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Build Your Career Get Ahead

My Job Description: The Beekeeper

My Job Description: The Beekeeper Credit: Seaport Hotel & World Trade Center

You probably use products containing beeswax or honey every day, but have you ever thought about how they got from the hive to your home? It's all thanks to professional beekeepers.

So what, exactly, does a beekeeper do? The job entails maintaining bee colonies, keeping hives healthy and harvesting honey, among other responsibilities. Beekeepers play an important role in protecting bees, as the insects are crucial for more than just producing honey — they pollinate a third of everything humans eat, and about 84 percent of crops grown for human consumption depend on bees and other insects to increase their quality and yields, according to The Guardian.

Beekeeper Edwin Medrano told us all about how he got into his job and what it's really like to work with bees.

Business News Daily: What do you do?

Edwin Medrano: I am the executive steward and chief beekeeper here at Seaport Hotel and World Trade Center in Boston.

BND: What made you want to pursue the industry you're in?

Medrano: Before I was introduced [to the industry], I honestly was never considering being a beekeeper. And now I am so thankful I've had this opportunity. I've become very passionate about the bees and their plight as they face extinction.

BND: How did you get into your job?

Medrano: I became the chief beekeeper by a stroke of luck, really. Recycling is one of the primary aspects of our Seaport Saves environmental program. My stewarding team and I obviously work diligently to ensure we are recycling all that we can here at the Seaport Hotel, and I initially became very enthusiastic about these efforts. When our then-director of rooms was looking into starting a beehive, he noticed my enthusiasm, and it seemed like a natural extension for me to oversee the bees.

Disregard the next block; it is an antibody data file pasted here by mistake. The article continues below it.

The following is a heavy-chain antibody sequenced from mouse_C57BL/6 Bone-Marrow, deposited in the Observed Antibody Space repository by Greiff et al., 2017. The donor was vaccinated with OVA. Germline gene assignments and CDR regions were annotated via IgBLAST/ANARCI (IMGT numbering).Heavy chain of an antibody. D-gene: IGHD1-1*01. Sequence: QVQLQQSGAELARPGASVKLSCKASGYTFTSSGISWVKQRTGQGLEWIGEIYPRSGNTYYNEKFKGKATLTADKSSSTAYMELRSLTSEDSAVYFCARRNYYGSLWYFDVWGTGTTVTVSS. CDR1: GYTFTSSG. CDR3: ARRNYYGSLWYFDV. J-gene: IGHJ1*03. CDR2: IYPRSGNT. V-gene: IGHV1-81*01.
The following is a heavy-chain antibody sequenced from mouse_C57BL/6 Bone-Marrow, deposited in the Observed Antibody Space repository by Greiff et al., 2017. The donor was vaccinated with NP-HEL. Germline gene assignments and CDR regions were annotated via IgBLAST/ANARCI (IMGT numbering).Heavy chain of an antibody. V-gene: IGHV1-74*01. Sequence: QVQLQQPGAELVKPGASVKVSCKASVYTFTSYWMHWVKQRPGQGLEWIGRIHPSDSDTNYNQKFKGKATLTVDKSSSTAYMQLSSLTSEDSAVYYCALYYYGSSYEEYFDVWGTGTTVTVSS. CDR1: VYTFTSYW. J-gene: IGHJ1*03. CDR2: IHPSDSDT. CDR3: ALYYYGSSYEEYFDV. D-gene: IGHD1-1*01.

BND: What do you like about your job?

Medrano: I really enjoy the challenge and the satisfaction of working with the bees. You never know what you're going to find when you open a hive. We currently have over 1 million bees living in seven hives. 

BND: What challenges do you face at your job?

Medrano: It's not a challenge so much as an ongoing effort — some people fear bees but love the products they create. Educating people about the bees is important, as we want our guests and the public to have a positive impression. I'm always further educating myself on how best to operate the hives and work with the bees.

BND: What's something people don't know about your job?

Medrano: They think the bees are my full-time job. The amount of work is significant — I put in 8 to 10 hours each week with the bees and two to three days straight when we harvest the honey. When they realize my job is overseeing the stewarding team here at the Seaport Hotel, they are surprised by the volume of my responsibilities. 

BND: What's the most interesting thing you've ever done at your job?

Medrano: My initial education was most interesting. For three months I attended classes at the Norfolk Agricultural School in Walpole, Massachusetts, to learn about the bees. They are a wonderful resource for those looking to get into beekeeping.

BND: Do you have any advice for others pursuing a similar career path?

Medrano: Go to "bee school." They are true professionals who are extremely knowledgeable. I would encourage those with an interest [in this field] to pursue beekeeping.  No other animal species plays a more significant role in producing the vegetables and fruits that we often take for granted.

Brittney Helmrich

Brittney M. Helmrich graduated from Drew University in 2012 with a B.A. in History and Creative Writing. She joined the Business News Daily team in 2014 after working as the editor-in-chief of an online college life and advice publication for two years. Follow Brittney on Twitter at @brittneyplz, or contact her by email.